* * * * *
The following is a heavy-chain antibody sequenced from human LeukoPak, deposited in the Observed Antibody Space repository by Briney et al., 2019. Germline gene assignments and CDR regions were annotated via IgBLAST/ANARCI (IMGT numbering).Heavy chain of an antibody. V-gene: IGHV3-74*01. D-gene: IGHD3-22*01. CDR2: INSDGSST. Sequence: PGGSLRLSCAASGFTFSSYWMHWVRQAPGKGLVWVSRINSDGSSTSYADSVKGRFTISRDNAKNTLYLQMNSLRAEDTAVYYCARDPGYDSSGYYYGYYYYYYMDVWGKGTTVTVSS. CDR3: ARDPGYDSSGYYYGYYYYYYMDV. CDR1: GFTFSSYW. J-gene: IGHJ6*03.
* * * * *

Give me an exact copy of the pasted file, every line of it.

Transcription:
The following is a heavy-chain antibody sequenced from human LeukoPak, deposited in the Observed Antibody Space repository by Briney et al., 2019. Germline gene assignments and CDR regions were annotated via IgBLAST/ANARCI (IMGT numbering).Heavy chain of an antibody. V-gene: IGHV3-74*01. D-gene: IGHD3-22*01. CDR2: INSDGSST. Sequence: PGGSLRLSCAASGFTFSSYWMHWVRQAPGKGLVWVSRINSDGSSTSYADSVKGRFTISRDNAKNTLYLQMNSLRAEDTAVYYCARDPGYDSSGYYYGYYYYYYMDVWGKGTTVTVSS. CDR3: ARDPGYDSSGYYYGYYYYYYMDV. CDR1: GFTFSSYW. J-gene: IGHJ6*03.